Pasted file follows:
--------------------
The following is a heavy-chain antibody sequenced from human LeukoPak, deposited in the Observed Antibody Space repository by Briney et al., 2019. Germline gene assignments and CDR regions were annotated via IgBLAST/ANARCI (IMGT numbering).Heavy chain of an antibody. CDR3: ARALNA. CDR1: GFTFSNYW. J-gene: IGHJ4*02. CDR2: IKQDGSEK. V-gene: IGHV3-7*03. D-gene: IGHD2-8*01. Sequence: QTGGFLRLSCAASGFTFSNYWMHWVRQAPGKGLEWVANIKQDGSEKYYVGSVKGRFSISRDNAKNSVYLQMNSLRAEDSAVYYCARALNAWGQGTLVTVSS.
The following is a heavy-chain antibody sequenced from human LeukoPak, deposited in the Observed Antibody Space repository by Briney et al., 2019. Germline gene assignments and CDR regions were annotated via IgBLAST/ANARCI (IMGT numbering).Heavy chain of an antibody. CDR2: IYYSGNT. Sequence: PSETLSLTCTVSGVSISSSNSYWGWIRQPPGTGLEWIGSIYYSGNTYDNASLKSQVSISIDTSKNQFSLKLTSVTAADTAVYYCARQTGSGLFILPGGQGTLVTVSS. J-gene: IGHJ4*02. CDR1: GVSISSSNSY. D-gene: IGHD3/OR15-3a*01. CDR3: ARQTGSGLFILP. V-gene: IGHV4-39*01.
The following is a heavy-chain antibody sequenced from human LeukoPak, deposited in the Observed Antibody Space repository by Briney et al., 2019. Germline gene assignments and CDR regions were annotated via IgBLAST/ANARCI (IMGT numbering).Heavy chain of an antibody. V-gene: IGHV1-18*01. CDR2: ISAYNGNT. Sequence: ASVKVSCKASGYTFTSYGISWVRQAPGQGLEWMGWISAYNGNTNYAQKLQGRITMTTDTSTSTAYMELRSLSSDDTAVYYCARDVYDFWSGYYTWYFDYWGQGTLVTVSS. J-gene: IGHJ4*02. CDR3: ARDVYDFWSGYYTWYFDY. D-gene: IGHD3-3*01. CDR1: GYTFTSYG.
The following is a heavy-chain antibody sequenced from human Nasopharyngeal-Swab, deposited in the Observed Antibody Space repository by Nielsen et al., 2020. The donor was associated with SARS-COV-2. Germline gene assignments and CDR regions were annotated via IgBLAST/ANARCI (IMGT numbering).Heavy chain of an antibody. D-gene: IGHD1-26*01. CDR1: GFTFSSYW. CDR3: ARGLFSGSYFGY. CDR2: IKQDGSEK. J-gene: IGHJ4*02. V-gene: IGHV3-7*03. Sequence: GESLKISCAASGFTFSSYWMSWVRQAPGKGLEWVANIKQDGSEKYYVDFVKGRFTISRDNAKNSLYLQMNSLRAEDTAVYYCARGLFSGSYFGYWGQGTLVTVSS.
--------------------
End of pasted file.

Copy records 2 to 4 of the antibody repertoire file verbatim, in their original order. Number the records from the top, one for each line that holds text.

The following is a heavy-chain antibody sequenced from human LeukoPak, deposited in the Observed Antibody Space repository by Briney et al., 2019. Germline gene assignments and CDR regions were annotated via IgBLAST/ANARCI (IMGT numbering).Heavy chain of an antibody. CDR2: IYYSGNT. Sequence: PSETLSLTCTVSGVSISSSNSYWGWIRQPPGTGLEWIGSIYYSGNTYDNASLKSQVSISIDTSKNQFSLKLTSVTAADTAVYYCARQTGSGLFILPGGQGTLVTVSS. J-gene: IGHJ4*02. CDR1: GVSISSSNSY. D-gene: IGHD3/OR15-3a*01. CDR3: ARQTGSGLFILP. V-gene: IGHV4-39*01.
The following is a heavy-chain antibody sequenced from human LeukoPak, deposited in the Observed Antibody Space repository by Briney et al., 2019. Germline gene assignments and CDR regions were annotated via IgBLAST/ANARCI (IMGT numbering).Heavy chain of an antibody. V-gene: IGHV1-18*01. CDR2: ISAYNGNT. Sequence: ASVKVSCKASGYTFTSYGISWVRQAPGQGLEWMGWISAYNGNTNYAQKLQGRITMTTDTSTSTAYMELRSLSSDDTAVYYCARDVYDFWSGYYTWYFDYWGQGTLVTVSS. J-gene: IGHJ4*02. CDR3: ARDVYDFWSGYYTWYFDY. D-gene: IGHD3-3*01. CDR1: GYTFTSYG.
The following is a heavy-chain antibody sequenced from human Nasopharyngeal-Swab, deposited in the Observed Antibody Space repository by Nielsen et al., 2020. The donor was associated with SARS-COV-2. Germline gene assignments and CDR regions were annotated via IgBLAST/ANARCI (IMGT numbering).Heavy chain of an antibody. D-gene: IGHD1-26*01. CDR1: GFTFSSYW. CDR3: ARGLFSGSYFGY. CDR2: IKQDGSEK. J-gene: IGHJ4*02. V-gene: IGHV3-7*03. Sequence: GESLKISCAASGFTFSSYWMSWVRQAPGKGLEWVANIKQDGSEKYYVDFVKGRFTISRDNAKNSLYLQMNSLRAEDTAVYYCARGLFSGSYFGYWGQGTLVTVSS.